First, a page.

@banteringblonde Fiona Bryan is a techno-goddess.  She blogs about social media and all things “banter-worthy” at, was a 2009 Top #50 Tweeple on, and writes regularly for the popular blog Technorati.  Her passion for motivating and empowering women to be positive role models for their families led her to found MomActive in early 2009.  Momactive is a multi-media outreach initiative that includes a weekly Blog Talk Radio program, MomTV live stream video program, and the community and blog.  Fiona hope to check off a bucket item list sometime this spring when she takes a trip down The Nature Place’s zipline with her friend, Ariella Rogge from @sanborncamps.  As a former camper and current Director of Marketing and Public Relations for New England Music Camp (@nemusiccamp), Fiona appreciates and understands the growth and wisdom that comes from a summer camp experience.

@ChildrenNature The Children & Nature Network (C&NN) was created to encourage and support the people and organizations working nationally and internationally to reconnect children with nature. The network provides a critical link between researchers and individuals, educators and organizations dedicated to children’s health and well-being.  Typically hosted by Suz Lipman ( see below for more info about @slowfamily) who is a writer, blogger at, soapcrafter, jammaker, hiker, retro-enthusiast, and who claims she will work for peace, justice & cheese.  For @ChildrenNature, Suz shares incredible information, research, and cutting edge ideas with parents, educators, researchers, camps and like-minded organizations who are passionate about getting kids outdoors.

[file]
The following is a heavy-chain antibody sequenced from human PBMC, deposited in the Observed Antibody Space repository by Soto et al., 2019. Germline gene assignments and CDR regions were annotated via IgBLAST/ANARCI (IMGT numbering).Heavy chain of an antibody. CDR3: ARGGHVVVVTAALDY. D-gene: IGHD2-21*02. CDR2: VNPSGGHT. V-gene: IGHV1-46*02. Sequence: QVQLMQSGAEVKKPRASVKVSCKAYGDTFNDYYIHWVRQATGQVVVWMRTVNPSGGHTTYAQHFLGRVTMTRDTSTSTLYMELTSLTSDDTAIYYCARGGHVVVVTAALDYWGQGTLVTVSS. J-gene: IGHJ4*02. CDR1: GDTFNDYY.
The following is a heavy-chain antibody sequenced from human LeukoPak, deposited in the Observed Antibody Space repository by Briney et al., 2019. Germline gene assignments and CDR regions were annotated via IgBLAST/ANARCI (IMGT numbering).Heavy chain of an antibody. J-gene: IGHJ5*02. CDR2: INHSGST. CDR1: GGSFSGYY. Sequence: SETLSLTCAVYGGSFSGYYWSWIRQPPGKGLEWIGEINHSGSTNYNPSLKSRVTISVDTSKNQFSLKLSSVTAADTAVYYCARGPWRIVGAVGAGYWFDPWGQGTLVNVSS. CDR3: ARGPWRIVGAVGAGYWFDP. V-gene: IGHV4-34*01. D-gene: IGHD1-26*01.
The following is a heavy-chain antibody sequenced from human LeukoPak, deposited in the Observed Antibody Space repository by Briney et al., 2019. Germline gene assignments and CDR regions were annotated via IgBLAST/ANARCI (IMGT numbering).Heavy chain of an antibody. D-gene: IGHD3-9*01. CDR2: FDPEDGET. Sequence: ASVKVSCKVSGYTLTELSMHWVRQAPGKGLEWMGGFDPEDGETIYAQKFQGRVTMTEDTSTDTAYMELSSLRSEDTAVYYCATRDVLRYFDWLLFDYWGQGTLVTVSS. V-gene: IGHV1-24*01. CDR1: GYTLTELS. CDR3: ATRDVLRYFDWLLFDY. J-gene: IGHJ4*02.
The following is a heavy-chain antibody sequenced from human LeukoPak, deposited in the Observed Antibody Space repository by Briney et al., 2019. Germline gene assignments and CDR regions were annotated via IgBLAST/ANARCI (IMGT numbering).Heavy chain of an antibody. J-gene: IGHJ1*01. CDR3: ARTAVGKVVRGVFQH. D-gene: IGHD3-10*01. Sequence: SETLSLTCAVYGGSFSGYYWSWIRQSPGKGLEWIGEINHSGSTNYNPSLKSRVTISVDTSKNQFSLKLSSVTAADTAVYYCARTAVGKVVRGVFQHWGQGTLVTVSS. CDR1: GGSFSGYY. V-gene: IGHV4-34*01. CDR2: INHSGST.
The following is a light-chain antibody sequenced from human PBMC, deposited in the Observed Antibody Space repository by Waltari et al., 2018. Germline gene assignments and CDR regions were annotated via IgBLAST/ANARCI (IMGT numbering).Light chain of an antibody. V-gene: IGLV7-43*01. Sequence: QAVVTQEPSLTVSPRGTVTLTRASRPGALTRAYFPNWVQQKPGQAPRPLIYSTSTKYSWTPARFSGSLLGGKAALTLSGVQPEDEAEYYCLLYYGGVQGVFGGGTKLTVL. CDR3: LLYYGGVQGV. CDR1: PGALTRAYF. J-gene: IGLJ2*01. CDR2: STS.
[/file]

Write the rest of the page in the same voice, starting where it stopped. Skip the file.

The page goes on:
@GoExploreNature Debi Huang is a Los Angeles-based wife, mom and adventure guide for two young boys.  Her blog, Go Explore Nature, is a place for her to share her family’s nature adventures. She hopes to inspire you to get your family outside, too. She has weekly reviews of nature adventures (her recent holiday beach trip was a favorite of the frigid mountain set); she also shares stories, inspirations and lessons learned from nature; and she has THE cure for the #FF blues: “Fun Friday” activities that feature simple ways to connect your kids with the natural world (reader favorites include a winter scavenger hunt and taking a color walk.)  She is a prolific blogger and an anchor in the Children in Nature movement.  But our favorite thing about Debi?  She has been writing letters (REAL MAIL!!) to her Big Explorer and Little Explorer since before they were born.

@hoo_dee_hoo Meredith Sinclair is a Chicago-land mother hung up her teacher hat after having kids, started a blog to “find” her writing voice, and now writes and vlog on her own site and about daily life as a full-time mom of two young boys and the challenge of maintaining her vengeful girlie side in a home fueled by undistilled testosterone.  She believes PLAYtime is vital to our health and well being…not to mention it makes us all WAY less grumpy…however, if you ARE feeling grumpy, you should just take a moment to watch Meredith talk about the game Pajaggle in her Holiday Play-list post.  Her enthusiasm, and great ideas, are contagious!